With six and a half months left on my passport, I had decided that there was just enough time to maximise its use and take another trip before that pesky, post-Brexit, six-month expiry rule kicked in. Therefore, with a cheap hostel booked and some equally cheap flights, I was up and heading to Luton at 0400 ready for my flight to Krakow with Wizz.
Having arrived from Prague into the airline’s largest hub at Zurich, my onward flight, and the last of my trip, was of course with Swiss International Air Lines. When planning my itinerary, I’d tried to balance giving myself enough time for any connections, whilst also attempting to get onboard different aircraft for each leg.
After a very busy few days ticking off three new countries, exploring three new cities and travelling on three international trains it was time to break the run of threes and catch the first of two flights that would get me back to Heathrow to end my trip. Despite booking my flights with Lufthansa, I was actually flying with a different member of the Lufthansa Group, Swiss International Air Lines, commonly known simply as Swiss.
Almost exactly 20 months since my last flight, I was finally heading to an airport ready for a trip abroad, with this one being a multi-country, week-long exploration of Central Europe covering Czechia, Hungary & Slovakia. But before I got to tick off any new countries, I had a journey to Heathrow and two flights with Lufthansa to complete.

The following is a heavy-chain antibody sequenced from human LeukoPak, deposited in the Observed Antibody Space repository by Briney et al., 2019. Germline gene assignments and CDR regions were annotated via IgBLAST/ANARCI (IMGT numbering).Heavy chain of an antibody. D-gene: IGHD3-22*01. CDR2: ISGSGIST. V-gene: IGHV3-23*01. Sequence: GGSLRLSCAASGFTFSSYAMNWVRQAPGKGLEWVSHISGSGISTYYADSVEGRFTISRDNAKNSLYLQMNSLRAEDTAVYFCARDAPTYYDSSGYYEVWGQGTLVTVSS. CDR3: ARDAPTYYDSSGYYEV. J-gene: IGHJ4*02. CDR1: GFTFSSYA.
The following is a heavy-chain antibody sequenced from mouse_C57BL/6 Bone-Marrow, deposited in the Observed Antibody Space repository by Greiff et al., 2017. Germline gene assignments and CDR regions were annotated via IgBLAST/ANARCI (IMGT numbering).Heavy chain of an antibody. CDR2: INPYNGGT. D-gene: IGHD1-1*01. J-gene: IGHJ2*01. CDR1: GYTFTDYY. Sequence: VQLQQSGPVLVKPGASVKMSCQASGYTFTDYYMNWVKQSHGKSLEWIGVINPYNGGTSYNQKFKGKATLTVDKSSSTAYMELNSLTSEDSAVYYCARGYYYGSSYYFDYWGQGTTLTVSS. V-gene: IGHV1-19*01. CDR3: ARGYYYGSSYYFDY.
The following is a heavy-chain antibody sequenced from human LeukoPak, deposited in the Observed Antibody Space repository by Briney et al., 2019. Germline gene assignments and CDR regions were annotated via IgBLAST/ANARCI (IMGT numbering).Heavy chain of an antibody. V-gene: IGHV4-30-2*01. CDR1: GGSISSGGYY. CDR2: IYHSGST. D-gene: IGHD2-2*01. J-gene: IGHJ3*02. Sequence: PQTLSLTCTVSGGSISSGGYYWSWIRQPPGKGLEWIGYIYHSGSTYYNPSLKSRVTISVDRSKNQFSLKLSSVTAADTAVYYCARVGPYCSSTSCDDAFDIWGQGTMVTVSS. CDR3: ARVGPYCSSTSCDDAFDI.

After a great few days in and around the Dutch capital, we were back at the city’s Schiphol airport ready for our flight back to Birmingham with KLM. Having dropped our hand luggage off for check-in and spent a bit of time up at the viewing terrace, we headed through security and into the main departure lounge.
Just five days after returning from Dublin, I was back at Birmingham airport to fly to Amsterdam and try another new airline, KLM. KLM is the Dutch flag carrier and in 2019 celebrated its 100th birthday, with the airline being the oldest in continuous operation with the same name. KLM operates up to five return flights a day from its Amsterdam hub to Birmingham and we were booked onto the early afternoon departure, which is generally operated by KLM subsidiary, KLM Cityhopper with one of their Embraer E-jets.